[ed: This isn’t the kind of story we normally publish in this blog, but I enjoyed reading Anna’s distinct voice and hearing her perspective on applying Taekwondo training to parenting. It’s always interesting to hear how the experience we share, years of martial arts training, feels when applied to something I know nothing about!]
guest post by Anna Paskausky
Feeling pushed beyond what you thought you could handle? Attacked from all angles? Not sure when it will end? You are either living through a pandemic, or training for your Black Belt (or both!).
While my kicks aren’t as high as they could be, I am kicking butt at Pandemic Parenting two newborn preemies and an energetic 3 year old. Why? Because I am Il Dan. I have been pleasantly surprised to find the years of Taekwondo training coming in handy in the crossover sport of Pandemic Parenting.
Anyone who’s been a regular at the Do Jang knows that Jidokwan requires a great deal of persistence and the ability to endure discomfort. One must actively choose before each class to forgo the siren call of Netflix and beer and put on the heavy, hot cotton outfit and work out like crazy. This has helped me get up each morning at 2:30, 4:30, 7:00… rock my sweat pants and take care of two fussy newborns and a potty-training 3 year old. I’ve traded bruised forearms for an aching back from endless baby-dead lifts with bouncing, the knee aches requiring heating pads every night for the quiet torture of sleep deprivation; it’s just us with no childcare, no nanny… 3 little kids vs 2 adults.
Speaking of multiple attackers, this element of my training has proved invaluable since the odds are stacked in the offsprings’ favor with 3 kids against 2 adults. The principles are the same when dealing with multiple attackers or multiple screaming children—prevent fatal blows, line ‘em up to use their numbers against them, don’t get pinned, and STAY CALM. With the kids I call it whack-a-mole when they are kind enough to take turns and I can serially comfort them with said back-ache inducing bouncing, rocking, patting… but sometimes they ALL come at me. Then, as in sparring, I take a deep breath, ground myself into the floor, and slow it down. Is everyone safe? Yep. Pick up baby 1, unleash a combination of comfort techniques, put down. Pick up baby 2, more comfort combos, put down. Delay changing diaper on screaming preschooler—it’s just poop and most likely he’s feigning taking it off himself. Pick up baby 1 again, try something different—change the tempo, sing loudly to both, retreat in vigor of patting then suddenly dance to Missy Elliot… Jidokwan is hard and babies are soft but the principles of multiple attackers are not that different.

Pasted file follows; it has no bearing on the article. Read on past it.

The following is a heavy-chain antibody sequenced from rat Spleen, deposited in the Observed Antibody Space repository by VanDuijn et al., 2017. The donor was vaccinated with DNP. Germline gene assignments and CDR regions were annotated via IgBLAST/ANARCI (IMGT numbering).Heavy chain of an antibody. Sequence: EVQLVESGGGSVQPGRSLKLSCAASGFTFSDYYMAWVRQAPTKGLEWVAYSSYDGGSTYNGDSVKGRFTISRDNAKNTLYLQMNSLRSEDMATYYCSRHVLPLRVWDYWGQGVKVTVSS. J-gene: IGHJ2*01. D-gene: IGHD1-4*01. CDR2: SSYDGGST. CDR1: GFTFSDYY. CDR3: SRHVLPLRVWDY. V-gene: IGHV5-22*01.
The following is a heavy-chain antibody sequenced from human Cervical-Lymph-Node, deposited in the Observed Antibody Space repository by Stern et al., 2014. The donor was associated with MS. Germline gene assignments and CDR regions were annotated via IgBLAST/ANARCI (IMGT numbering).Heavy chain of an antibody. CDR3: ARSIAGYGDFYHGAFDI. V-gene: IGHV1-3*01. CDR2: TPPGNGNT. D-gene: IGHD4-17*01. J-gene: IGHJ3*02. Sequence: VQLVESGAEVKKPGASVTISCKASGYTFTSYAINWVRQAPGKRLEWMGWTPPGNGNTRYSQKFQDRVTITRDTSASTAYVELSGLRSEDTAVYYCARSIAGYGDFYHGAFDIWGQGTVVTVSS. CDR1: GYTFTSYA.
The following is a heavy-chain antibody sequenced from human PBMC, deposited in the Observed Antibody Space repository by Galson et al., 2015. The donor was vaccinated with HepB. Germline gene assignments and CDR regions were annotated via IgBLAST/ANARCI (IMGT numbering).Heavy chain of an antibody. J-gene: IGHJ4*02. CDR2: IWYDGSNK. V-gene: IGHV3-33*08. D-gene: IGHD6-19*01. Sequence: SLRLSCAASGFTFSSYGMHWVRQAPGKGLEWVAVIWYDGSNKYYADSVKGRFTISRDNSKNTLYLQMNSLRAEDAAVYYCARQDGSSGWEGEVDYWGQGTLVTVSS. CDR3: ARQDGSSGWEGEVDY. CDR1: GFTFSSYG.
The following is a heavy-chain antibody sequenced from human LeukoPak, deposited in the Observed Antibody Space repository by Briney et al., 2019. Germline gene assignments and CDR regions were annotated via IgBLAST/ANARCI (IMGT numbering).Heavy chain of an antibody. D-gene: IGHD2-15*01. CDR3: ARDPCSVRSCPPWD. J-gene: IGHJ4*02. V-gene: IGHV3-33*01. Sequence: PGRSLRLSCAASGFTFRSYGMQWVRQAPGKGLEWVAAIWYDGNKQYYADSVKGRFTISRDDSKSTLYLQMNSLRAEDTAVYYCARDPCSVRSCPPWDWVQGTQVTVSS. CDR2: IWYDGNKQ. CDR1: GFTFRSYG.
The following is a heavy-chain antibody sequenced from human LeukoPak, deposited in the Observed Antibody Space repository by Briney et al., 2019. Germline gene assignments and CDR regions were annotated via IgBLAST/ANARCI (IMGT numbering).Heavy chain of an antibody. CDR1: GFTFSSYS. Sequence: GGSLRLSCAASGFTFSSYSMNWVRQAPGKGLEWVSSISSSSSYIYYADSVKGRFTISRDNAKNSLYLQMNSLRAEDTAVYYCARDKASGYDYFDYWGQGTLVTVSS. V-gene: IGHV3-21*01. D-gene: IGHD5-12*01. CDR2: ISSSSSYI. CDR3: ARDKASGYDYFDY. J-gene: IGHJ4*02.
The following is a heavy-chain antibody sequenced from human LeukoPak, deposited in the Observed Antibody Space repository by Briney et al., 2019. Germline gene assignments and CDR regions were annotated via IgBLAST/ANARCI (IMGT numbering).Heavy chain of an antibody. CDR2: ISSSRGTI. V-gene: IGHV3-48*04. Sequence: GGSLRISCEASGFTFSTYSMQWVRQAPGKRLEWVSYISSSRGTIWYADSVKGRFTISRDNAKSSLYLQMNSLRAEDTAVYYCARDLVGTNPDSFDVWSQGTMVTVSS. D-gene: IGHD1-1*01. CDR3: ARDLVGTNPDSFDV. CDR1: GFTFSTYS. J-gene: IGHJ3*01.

Lastly, despite our best laid plans, this virus has upended our lives. You may be out of work, you may have suffered illness yourself or in your family, you may be scared and alone. While the mechanics of perfecting forms or breaking boards is objectively meaningless, put into the spirit of our Jidokwan training, they lead us to “the mastery of self.” We train ourselves to reduce complicated tasks to just doing the next right thing. Whether it’s me figuring out how on earth to go back to work with no daycare without risking exposing my medically high-risk babies to coronavirus, or it’s training to do pull-ups (or potty training pull-ups) just do the next right thing. We have come to a moment as a society where the playbooks from the past don’t apply and we are each asked to forge our own paths forward.
The process of becoming Il Dan changed me, not without significant cost, but on the balance it has given me a great reserve of strength and power that transcend any physical domain. My hope is that you, my fellow practitioners, find the crossover power that Taekwondo can afford you in these most unusual times.
Respect Your Parents (Don’t visit them, listen to experts)
Friendship Among Peers (Check on your friends—everyone is suffering in their own way)
Love Widely (Stay home, wear a mask, wash your hands)
Practice Justice (Never waste a crisis… speak up now to make our world more just)